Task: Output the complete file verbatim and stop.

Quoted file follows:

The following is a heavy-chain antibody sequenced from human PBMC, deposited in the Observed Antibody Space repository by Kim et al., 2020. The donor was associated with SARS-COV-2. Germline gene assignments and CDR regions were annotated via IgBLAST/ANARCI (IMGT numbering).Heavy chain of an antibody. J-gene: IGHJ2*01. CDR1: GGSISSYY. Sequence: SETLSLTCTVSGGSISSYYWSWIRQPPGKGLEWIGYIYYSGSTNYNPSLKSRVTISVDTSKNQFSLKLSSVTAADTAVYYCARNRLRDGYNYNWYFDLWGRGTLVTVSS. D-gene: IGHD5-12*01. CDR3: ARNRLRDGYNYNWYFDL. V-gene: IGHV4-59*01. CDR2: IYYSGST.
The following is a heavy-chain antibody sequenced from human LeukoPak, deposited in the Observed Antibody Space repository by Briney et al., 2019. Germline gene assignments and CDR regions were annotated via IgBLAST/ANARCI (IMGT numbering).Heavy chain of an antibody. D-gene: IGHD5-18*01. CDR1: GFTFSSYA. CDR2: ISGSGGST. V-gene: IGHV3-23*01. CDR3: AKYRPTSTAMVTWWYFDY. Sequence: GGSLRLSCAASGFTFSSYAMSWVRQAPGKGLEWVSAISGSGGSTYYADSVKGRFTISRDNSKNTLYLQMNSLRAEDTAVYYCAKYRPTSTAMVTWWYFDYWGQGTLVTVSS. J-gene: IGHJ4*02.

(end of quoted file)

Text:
The following is a heavy-chain antibody sequenced from human PBMC, deposited in the Observed Antibody Space repository by Kim et al., 2020. The donor was associated with SARS-COV-2. Germline gene assignments and CDR regions were annotated via IgBLAST/ANARCI (IMGT numbering).Heavy chain of an antibody. J-gene: IGHJ2*01. CDR1: GGSISSYY. Sequence: SETLSLTCTVSGGSISSYYWSWIRQPPGKGLEWIGYIYYSGSTNYNPSLKSRVTISVDTSKNQFSLKLSSVTAADTAVYYCARNRLRDGYNYNWYFDLWGRGTLVTVSS. D-gene: IGHD5-12*01. CDR3: ARNRLRDGYNYNWYFDL. V-gene: IGHV4-59*01. CDR2: IYYSGST.
The following is a heavy-chain antibody sequenced from human LeukoPak, deposited in the Observed Antibody Space repository by Briney et al., 2019. Germline gene assignments and CDR regions were annotated via IgBLAST/ANARCI (IMGT numbering).Heavy chain of an antibody. D-gene: IGHD5-18*01. CDR1: GFTFSSYA. CDR2: ISGSGGST. V-gene: IGHV3-23*01. CDR3: AKYRPTSTAMVTWWYFDY. Sequence: GGSLRLSCAASGFTFSSYAMSWVRQAPGKGLEWVSAISGSGGSTYYADSVKGRFTISRDNSKNTLYLQMNSLRAEDTAVYYCAKYRPTSTAMVTWWYFDYWGQGTLVTVSS. J-gene: IGHJ4*02.